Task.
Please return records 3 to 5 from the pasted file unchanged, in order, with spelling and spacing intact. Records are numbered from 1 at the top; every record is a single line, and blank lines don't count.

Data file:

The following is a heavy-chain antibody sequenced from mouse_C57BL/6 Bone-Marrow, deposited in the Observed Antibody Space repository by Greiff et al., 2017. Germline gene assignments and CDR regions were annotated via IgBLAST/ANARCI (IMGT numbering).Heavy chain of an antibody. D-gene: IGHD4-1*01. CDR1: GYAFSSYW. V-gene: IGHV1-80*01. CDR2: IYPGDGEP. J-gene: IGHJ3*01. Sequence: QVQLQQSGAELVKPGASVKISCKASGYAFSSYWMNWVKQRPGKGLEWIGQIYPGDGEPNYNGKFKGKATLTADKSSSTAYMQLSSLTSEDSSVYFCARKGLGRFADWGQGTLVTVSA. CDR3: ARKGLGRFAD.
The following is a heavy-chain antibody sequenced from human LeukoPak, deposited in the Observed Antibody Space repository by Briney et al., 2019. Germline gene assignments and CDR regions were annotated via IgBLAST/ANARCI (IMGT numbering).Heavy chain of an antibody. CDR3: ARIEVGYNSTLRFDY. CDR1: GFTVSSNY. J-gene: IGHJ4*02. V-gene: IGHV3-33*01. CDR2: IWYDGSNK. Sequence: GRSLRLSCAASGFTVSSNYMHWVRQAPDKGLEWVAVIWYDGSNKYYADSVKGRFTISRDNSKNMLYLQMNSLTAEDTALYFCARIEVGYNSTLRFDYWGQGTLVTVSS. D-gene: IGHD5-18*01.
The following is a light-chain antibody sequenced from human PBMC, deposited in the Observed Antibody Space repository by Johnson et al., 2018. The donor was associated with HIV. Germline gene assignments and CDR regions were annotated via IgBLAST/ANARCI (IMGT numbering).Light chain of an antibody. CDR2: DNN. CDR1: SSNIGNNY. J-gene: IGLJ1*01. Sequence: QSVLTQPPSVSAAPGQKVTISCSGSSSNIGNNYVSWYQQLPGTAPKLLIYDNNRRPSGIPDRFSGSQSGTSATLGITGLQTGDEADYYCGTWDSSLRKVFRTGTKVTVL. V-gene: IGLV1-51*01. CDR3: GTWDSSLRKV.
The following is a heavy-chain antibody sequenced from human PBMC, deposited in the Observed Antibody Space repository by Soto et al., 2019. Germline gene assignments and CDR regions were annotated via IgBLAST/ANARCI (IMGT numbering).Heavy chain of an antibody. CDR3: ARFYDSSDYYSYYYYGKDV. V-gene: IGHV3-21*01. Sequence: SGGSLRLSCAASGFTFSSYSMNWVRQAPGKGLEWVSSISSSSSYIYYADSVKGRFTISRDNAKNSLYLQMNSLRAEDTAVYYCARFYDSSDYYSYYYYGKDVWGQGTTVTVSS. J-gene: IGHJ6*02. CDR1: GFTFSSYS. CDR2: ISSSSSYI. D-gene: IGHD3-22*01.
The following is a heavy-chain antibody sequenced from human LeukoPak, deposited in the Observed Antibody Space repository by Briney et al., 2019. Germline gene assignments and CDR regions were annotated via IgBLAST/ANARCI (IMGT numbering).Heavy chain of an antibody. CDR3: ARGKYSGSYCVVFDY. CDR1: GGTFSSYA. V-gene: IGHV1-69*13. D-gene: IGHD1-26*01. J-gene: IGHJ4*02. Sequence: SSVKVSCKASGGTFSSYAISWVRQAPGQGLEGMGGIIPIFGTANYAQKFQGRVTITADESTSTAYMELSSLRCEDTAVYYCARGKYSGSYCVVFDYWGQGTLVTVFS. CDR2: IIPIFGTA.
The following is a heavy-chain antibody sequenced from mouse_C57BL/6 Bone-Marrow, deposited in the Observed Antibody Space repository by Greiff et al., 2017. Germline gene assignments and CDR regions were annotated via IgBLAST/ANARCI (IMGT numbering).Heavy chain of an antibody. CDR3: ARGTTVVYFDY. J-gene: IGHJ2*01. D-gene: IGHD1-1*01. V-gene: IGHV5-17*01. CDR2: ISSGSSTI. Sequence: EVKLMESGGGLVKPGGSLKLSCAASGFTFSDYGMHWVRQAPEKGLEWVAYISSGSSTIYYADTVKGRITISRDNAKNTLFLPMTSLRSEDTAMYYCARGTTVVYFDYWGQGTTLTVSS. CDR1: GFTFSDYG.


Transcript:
The following is a light-chain antibody sequenced from human PBMC, deposited in the Observed Antibody Space repository by Johnson et al., 2018. The donor was associated with HIV. Germline gene assignments and CDR regions were annotated via IgBLAST/ANARCI (IMGT numbering).Light chain of an antibody. CDR2: DNN. CDR1: SSNIGNNY. J-gene: IGLJ1*01. Sequence: QSVLTQPPSVSAAPGQKVTISCSGSSSNIGNNYVSWYQQLPGTAPKLLIYDNNRRPSGIPDRFSGSQSGTSATLGITGLQTGDEADYYCGTWDSSLRKVFRTGTKVTVL. V-gene: IGLV1-51*01. CDR3: GTWDSSLRKV.
The following is a heavy-chain antibody sequenced from human PBMC, deposited in the Observed Antibody Space repository by Soto et al., 2019. Germline gene assignments and CDR regions were annotated via IgBLAST/ANARCI (IMGT numbering).Heavy chain of an antibody. CDR3: ARFYDSSDYYSYYYYGKDV. V-gene: IGHV3-21*01. Sequence: SGGSLRLSCAASGFTFSSYSMNWVRQAPGKGLEWVSSISSSSSYIYYADSVKGRFTISRDNAKNSLYLQMNSLRAEDTAVYYCARFYDSSDYYSYYYYGKDVWGQGTTVTVSS. J-gene: IGHJ6*02. CDR1: GFTFSSYS. CDR2: ISSSSSYI. D-gene: IGHD3-22*01.
The following is a heavy-chain antibody sequenced from human LeukoPak, deposited in the Observed Antibody Space repository by Briney et al., 2019. Germline gene assignments and CDR regions were annotated via IgBLAST/ANARCI (IMGT numbering).Heavy chain of an antibody. CDR3: ARGKYSGSYCVVFDY. CDR1: GGTFSSYA. V-gene: IGHV1-69*13. D-gene: IGHD1-26*01. J-gene: IGHJ4*02. Sequence: SSVKVSCKASGGTFSSYAISWVRQAPGQGLEGMGGIIPIFGTANYAQKFQGRVTITADESTSTAYMELSSLRCEDTAVYYCARGKYSGSYCVVFDYWGQGTLVTVFS. CDR2: IIPIFGTA.